DAVIS, Calif. — Have you ever wondered why certain parts of your body are more prone to skin diseases than others? Researchers say it’s because skin characteristics vary across different areas of the body, affecting their susceptibility to certain ailments. Researchers from UC Davis Health delved into the variations in skin composition and how they can contribute to conditions like psoriasis and atopic dermatitis.
The composition of skin is influenced by various factors, including the skin barrier’s structure, the types of cells present, and the genes they express. For instance, facial skin needs to be thin and flexible to accommodate facial expressions, while the skin on our heels requires thickness and rigidity to endure the force of walking and protect against stepping on objects.
Until recently, not much was known about the cellular and molecular processes that lead to these differences. However, the first study conducted by researchers used advanced techniques like single-cell sequencing to understand how keratinocytes, the building blocks of skin, differ at various body sites. They also examined the molecules that make up the “mortar” between the keratinocytes. The findings revealed how gene expression variations correlate with the compositional differences in lipids and proteins across body sites, providing insights into why our skin looks so distinct in different areas.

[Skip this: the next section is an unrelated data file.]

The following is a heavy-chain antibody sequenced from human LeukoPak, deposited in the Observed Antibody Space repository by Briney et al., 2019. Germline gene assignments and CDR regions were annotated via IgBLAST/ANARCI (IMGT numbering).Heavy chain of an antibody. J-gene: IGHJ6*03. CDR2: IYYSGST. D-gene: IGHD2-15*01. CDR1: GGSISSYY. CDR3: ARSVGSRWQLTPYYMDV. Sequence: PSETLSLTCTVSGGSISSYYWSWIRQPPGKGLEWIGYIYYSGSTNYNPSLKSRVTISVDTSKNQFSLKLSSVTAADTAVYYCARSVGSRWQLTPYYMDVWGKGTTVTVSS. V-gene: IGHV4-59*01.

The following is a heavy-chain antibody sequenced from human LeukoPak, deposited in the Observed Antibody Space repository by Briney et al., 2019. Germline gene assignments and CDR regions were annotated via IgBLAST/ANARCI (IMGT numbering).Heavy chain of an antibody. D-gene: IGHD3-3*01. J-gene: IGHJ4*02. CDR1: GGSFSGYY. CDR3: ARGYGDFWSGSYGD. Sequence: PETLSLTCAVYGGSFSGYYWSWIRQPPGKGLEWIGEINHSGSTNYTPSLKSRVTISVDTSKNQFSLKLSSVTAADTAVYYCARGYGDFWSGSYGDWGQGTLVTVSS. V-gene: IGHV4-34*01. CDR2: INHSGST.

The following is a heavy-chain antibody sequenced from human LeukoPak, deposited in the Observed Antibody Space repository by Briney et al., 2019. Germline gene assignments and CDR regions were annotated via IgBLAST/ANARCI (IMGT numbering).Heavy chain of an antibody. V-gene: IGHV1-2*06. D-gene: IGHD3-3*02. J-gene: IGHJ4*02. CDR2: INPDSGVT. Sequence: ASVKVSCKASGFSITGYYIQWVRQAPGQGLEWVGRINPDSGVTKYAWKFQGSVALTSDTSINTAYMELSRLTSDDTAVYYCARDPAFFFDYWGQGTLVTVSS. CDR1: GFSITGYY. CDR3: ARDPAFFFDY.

“Our discovery that different layers of the skin secrete different immune mediators is an example of how the skin is highly specialized to interact with the immune system. Some people develop skin diseases, such as psoriasis, when there is an imbalance in the molecules secreted by the different layers of the skin,” says UC Davis research fellow Antonio Ji-Xu in a university release.
Interestingly, these variations in skin composition can also explain why certain skin diseases are more prevalent in specific locations of the body. By analyzing specific lipid alterations associated with different skin conditions, the researchers discovered that analyzing lipids collected from a piece of tape applied to the skin could help diagnose particular diseases.
“These differences are also relevant to the future design of skin care products,” adds Stephanie Le, a dermatology resident and co-lead author of the study. “They demonstrate how skin care products should be specifically formulated to match the particular body site that they will be applied to.”
The study is published in the journal JCI Insight.